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RULING AGAINST LIABILITY INSURER IN SAN DIEGO MAY AFFECT POLICIES Unhappy with your professional liability insurance? You might be interested in a recent Southern California ruling, then. San Diego attorney Kenneth Sigelman sued his insurance provider, Lawyers’ Mutual Insurance Co., to prevent it from making him reimburse up to $1.2 million in settlement and defense costs paid out on his behalf over the last few years. Last week, Sigelman’s lawyer, Guy Kornblum, won a ruling in San Diego that he said will inevitably force Lawyers’ Mutual to revise a standard contract used by many California lawyers. “They’ve been using the same policy for 20 years,” said Kornblum, who heads San Francisco’s Guy Kornblum & Associates. Sigelman’s case was over a claims-made policy, a type that generally covers claims made against a policyholder during a given period of time � no matter when the trigger incident occurred. On Jan. 31, a San Diego County Superior Court judge ruled that part of Sigelman’s claims-made policy is ambiguous because the fine print lays out exclusions that suggest the agreement is of a different nature altogether, one that only covers incidents that occurred while the contract was in effect. That type of agreement would be known as an occurrence policy. The San Diego court found that the disputed insurance policy “is not sufficiently conspicuous, plain and clear to be enforceable,” according to a court transcript (.pdf). Defense lawyer Kenneth Katel, a Los Angeles partner at Musick, Peeler & Garrett, said it’s too early to say how Lawyers’ Mutual will change its insurance policy � if at all � or if the company will appeal. But even if other lawyers don’t benefit, it was a much-needed break for Sigelman, who was sued twice for malpractice in recent years. One of Sigelman’s insurance claims arose from a situation a trial court judge aptly described as a “horror story,” according to the First District Court of Appeal’s published decision in Duran v. St. Luke’s Hospital, 114 Cal.App.4th 457. Sigelman was sued by a client because he failed to file a complaint before the statute of limitations ran out for medical malpractice that allegedly caused the death of an infant child. In fact, Sigelman sent in the complaint, according to Duran. But because he underpaid the filing fee by $3, the case was never properly filed and was later dismissed by a San Francisco Superior Court judge.

Matthew Hirsch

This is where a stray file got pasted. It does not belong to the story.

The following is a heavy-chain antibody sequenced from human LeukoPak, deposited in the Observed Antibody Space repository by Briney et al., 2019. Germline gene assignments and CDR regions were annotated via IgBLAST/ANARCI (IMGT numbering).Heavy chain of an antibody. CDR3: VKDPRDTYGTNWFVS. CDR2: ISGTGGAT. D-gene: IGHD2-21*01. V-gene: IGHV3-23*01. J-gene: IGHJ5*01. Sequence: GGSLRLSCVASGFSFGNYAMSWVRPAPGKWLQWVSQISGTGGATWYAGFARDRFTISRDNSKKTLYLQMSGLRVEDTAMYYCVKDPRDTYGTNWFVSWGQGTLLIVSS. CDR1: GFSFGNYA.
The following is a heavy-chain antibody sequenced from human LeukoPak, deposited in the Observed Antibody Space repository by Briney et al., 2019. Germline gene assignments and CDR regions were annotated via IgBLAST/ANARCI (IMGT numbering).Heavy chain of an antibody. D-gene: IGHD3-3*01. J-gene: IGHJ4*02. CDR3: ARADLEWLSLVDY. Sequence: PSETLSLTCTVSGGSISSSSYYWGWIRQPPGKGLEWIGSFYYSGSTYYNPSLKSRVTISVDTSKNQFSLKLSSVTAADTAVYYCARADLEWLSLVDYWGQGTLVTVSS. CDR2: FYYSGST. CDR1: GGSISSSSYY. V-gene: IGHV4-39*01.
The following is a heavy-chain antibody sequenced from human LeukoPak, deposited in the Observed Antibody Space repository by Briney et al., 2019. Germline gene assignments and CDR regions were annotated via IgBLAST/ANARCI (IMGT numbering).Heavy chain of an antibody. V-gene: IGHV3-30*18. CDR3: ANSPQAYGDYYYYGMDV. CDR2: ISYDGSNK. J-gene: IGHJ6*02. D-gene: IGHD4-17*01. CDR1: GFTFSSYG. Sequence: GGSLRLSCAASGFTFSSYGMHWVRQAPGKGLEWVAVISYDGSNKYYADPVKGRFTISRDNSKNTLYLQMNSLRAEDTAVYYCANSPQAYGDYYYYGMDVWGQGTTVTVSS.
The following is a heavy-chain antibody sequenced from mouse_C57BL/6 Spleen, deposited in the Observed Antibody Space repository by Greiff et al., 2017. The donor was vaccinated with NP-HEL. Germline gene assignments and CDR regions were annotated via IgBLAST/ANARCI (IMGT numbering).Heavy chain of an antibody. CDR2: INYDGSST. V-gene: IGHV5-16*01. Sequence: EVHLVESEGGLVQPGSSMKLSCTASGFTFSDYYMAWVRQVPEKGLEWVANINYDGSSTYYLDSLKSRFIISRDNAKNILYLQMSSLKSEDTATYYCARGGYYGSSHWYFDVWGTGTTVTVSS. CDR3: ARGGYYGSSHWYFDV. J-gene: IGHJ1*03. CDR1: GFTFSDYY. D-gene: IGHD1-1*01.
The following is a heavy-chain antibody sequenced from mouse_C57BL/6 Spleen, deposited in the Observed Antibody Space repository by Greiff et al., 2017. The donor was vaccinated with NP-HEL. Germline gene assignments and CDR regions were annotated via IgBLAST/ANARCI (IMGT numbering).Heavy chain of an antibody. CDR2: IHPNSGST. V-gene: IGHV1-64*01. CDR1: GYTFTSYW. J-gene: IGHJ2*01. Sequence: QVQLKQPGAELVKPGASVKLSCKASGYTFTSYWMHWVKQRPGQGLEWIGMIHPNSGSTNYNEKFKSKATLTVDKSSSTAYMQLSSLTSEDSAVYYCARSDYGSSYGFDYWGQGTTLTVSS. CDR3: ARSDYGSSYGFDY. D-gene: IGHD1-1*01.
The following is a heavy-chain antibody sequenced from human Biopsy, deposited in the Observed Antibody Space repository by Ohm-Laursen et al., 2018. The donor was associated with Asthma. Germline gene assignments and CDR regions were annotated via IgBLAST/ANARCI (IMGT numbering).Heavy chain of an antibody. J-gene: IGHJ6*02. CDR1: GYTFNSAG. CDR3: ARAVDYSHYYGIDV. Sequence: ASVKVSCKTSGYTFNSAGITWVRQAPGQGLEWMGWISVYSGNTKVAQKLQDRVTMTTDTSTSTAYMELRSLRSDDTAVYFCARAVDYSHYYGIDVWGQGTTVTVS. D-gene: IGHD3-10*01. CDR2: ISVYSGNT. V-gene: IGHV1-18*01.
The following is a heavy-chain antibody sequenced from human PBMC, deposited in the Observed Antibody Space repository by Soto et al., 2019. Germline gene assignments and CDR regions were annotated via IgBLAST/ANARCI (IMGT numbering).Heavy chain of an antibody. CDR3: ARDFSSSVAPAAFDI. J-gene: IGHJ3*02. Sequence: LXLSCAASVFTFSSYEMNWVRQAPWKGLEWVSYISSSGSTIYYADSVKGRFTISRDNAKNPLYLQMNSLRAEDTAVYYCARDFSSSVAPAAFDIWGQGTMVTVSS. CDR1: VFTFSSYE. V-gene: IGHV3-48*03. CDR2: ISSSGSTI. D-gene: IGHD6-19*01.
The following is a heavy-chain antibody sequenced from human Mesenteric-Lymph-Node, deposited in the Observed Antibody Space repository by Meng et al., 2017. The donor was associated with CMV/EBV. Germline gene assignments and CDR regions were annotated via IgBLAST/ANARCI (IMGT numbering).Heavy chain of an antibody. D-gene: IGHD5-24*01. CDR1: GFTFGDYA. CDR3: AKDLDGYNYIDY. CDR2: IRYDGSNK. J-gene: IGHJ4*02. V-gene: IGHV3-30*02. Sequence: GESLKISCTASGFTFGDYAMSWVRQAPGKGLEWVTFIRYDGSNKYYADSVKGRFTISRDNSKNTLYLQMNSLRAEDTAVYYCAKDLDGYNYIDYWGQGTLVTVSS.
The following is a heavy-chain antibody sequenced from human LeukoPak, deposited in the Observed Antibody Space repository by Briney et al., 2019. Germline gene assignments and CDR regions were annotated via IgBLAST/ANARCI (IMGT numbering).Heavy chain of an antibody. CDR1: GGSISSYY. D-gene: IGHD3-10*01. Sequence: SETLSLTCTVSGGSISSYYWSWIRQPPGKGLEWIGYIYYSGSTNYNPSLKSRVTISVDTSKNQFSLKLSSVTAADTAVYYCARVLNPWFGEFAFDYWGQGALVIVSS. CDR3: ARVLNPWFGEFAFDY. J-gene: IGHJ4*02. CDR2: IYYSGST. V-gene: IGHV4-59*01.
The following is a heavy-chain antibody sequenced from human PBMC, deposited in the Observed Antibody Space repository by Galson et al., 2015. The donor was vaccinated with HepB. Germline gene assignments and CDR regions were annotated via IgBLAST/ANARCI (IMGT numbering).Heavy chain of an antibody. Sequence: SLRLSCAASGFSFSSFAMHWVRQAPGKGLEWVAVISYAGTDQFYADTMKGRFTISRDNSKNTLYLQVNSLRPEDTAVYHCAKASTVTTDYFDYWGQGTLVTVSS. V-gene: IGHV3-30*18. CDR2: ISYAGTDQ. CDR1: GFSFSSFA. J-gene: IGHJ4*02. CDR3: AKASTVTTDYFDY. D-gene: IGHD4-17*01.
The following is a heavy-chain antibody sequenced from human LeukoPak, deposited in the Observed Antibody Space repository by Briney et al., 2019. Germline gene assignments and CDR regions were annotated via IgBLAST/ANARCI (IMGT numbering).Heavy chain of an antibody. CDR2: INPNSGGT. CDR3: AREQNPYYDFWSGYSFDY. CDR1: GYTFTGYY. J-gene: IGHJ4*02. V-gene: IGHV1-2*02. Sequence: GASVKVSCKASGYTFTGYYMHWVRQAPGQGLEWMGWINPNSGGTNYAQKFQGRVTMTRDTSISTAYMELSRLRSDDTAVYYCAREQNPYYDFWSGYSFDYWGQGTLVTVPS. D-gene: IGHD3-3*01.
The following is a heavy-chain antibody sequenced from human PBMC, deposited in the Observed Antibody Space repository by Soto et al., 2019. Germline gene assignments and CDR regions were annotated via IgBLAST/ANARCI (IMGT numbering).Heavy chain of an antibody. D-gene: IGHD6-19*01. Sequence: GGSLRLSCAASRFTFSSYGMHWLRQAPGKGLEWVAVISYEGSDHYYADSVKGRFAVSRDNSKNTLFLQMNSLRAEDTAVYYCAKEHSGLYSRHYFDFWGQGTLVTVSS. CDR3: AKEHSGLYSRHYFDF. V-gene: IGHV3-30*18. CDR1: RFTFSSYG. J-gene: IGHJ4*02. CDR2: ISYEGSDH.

MALPRACTICE SUIT NO SLAPP When a disgruntled client sued for malpractice, San Mateo attorney Bradley Kass responded by filing a motion to dismiss under the state’s anti-SLAPP statute. He argued that he had done his best for his client and that his work for her constituted protected activity for which he couldn’t be sued. Last week, San Francisco’s First District Court of Appeal disagreed and let Marion Walsh’s suit proceed. Walsh, identified in the ruling(.pdf) as a postal carrier, hired Kass � a partner in Kass & Kass � to represent her in a San Francisco Superior Court suit against a customer she claimed had assaulted and injured her. The defendant won at trial. Walsh then sued Kass claiming that, among other things, he didn’t call any percipient witnesses, hadn’t warned her about the consequences of rejecting a settlement, breached client confidences, failed to perform a competent investigation, and exploded in anger, throwing his briefcase at her during a settlement conference. In his motion to strike the suit as a Strategic Lawsuit Against Public Participation, Kass argued that there were no percipient witnesses to call, he had fully explained the consequences of failing to settle, and that he hadn’t gotten angry at the settlement conference. The justices unanimously held that the suit didn’t challenge speech regarding a public issue. “Kass’ conduct involved only the rights of two private individuals who had been involved in an altercation,” Justice Sandra Margulies wrote, “with no implications for the public at large beyond its ordinary interest in the proper administration of justice. The subject of the litigation was a private matter, unconnected to any public issue.” Justices James Marchiano and Douglas Swager concurred. Margulies also found that Walsh’s allegations against Kass didn’t come under the anti-SLAPP statute because they didn’t concern Kass’ statements or other expressive acts, but rather his failure to act or speak. “For example,” she wrote, “Walsh alleges that he failed to advise her properly with respect to settlement risks, failed to call appropriate witnesses, failed to disclose a conflict of interest, failed to investigate her case thoroughly, and failed to keep her informed about the litigation. “None of these failures,” she added, “constituted an affirmative public expression of ideas.” Margulies, however, noted that Walsh’s suit made one allegation that wasn’t about a failure to act � getting angry and throwing a briefcase. Nonetheless, the court found that act � albeit in a public hallway � didn’t fall within the “official proceedings” protected by the anti-SLAPP statute. “It was neither made during an official proceeding nor submitted to an official body,” Margulies wrote. “Rather, the outburst occurred in a hallway, unconnected with any ongoing hearing.” Kass couldn’t immediately be reached for comment Friday. The unpublished ruling is Walsh v. Kass, A112656.

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